Hannibal - Review

When Hannibal Rising was released in 2007 to general public apathy, you’d be forgiven for assuming that we wouldn’t be seeing Dr Hannibal Lecter on our screens again anytime soon. Bryan Fuller, however, had other ideas. Fuller was the brains behind the criminally underrated TV show Pushing Daises and a writer on Heroes and he thought there was a space to fill in the Dr Lecter chronology. Lecter has, of course, been played by three actors over the years: Brian Cox was cold, calculating and chilling (and probably closest to Thomas Harris’s original creation) in Manhunter, Anthony Hopkins was more a pantomime villain with a penchant for the theatrical in Silence Of The Lambs, Hannibal and Red Dragon, while Gaspard Ulliel brought out Lecter’s inner surly child to show his teenage years in the disappointing Hannibal Rising. In Hannibal Lecter is played by Danish actor Mads Mikkelson and that could be the stroke of genius that makes this new show a winner.

Will Graham (Hugh Dancy) is an FBI profiler with the uncanny ability to empathize with serial killers and get into their minds. He sees things that others can’t, which is demonstrated in a bravura opening sequence in which he deconstructs a bloody crime scene. Because of his awkward social skills, he has taken to teaching (“I talk, I don’t have to listen”) until the FBI come knocking in the shape of Laurence Fishburne’s Jack Crawford. A serial killer has abducted eight women, the FBI is at a loss and need his help. Hedging their bets, and on a recommendation, they also seek the help of Dr Hannibal Lecter to profile their killer. The two men must, reluctantly, work together to help solve the case.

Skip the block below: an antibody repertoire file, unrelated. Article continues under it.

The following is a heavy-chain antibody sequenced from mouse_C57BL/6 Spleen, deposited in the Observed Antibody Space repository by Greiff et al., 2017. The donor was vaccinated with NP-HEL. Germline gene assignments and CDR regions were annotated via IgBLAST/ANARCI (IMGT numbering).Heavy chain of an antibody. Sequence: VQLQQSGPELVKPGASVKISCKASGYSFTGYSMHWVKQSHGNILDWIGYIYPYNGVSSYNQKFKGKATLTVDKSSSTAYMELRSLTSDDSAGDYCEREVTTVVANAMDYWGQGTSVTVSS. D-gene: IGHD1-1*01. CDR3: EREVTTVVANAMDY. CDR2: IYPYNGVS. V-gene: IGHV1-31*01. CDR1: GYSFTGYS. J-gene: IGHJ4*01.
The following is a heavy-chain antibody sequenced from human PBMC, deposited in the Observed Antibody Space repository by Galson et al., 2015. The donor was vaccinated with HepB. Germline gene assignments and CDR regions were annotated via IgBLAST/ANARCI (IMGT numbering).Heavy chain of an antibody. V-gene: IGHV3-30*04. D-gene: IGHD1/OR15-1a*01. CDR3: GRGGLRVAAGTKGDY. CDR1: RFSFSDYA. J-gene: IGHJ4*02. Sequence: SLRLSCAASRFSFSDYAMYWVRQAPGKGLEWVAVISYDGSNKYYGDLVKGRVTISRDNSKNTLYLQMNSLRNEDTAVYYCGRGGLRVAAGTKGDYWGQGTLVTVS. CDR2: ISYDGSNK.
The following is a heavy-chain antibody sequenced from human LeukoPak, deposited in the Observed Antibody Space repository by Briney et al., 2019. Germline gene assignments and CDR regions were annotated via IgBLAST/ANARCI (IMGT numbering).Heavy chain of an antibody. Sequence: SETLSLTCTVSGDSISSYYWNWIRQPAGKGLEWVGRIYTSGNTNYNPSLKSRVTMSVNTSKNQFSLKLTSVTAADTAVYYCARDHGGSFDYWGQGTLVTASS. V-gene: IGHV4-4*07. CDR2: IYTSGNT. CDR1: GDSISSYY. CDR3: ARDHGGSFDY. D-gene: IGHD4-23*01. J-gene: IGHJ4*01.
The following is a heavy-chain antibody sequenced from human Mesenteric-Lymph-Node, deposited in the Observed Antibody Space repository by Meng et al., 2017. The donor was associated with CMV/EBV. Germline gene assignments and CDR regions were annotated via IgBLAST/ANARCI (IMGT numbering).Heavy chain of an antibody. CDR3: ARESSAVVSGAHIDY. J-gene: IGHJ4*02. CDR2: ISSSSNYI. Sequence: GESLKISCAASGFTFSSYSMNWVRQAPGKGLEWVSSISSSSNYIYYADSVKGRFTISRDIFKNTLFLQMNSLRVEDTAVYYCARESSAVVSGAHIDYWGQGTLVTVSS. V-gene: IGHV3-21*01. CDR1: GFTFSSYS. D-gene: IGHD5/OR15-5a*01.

Because we know how this all ends a little of the tension is removed. The two men are two sides of the same coin and in an original story we would be left to figure out which is which, but Fuller knows that and uses our knowledge to great advantage and to wrong foot us at every opportunity. For the first half of this opening episode Lecter doesn’t even appear, and when we discover that the serial killer is removing his victims’ livers to eat, the audience is allowed to jump to obvious conclusions. When he does make his grand (guignol) entrance the show really kicks into gear.

Directed by Brit David Slade, who scared us in very different ways with Hard Candy and 30 Days Of Night, the show has a slick and very cinematic feel. A comparable show would be The Following, but next to Hannibal that looks dated and unimaginative. The script also deserves praise. It delights in our prior knowledge of the characters and plays with our expectations. There’s a nod to The Incredible Hulk in one of Graham’s outbursts, and a scene in a public toilet is obviously a homage to the scene in The Shining. Like the characters in those films, Graham and Lecter are both trying to control demons that could eventually destroy them.

Hannibal is a show that deserves to do well. It’s head and shoulders above most of the new shows coming out of the U.S. at the moment, it just depends if the public want to go to the dark places that this show will hopefully take us

Hannibal is on Mondays at 10pm on SKY Living. Check out the SKY Living, or watch episodes on SKY GO.

We need your help

Running a website like The Digital Fix - especially one with over 20 years of content and an active community - costs lots of money and we need your help. As advertising income for independent sites continues to contract we are looking at other ways of supporting the site hosting and paying for content.

You can help us by using the links on The Digital Fix to buy your films, games and music and we ask that you try to avoid blocking our ads if you can. You can also help directly for just a few pennies per day via our Patreon - and you can even pay to have ads removed from the site entirely.

Click here to find out more about our Patreon and how you can help us.

Did you enjoy the article above? If so please help us by sharing it to your social networks with the buttons below...

Latest Articles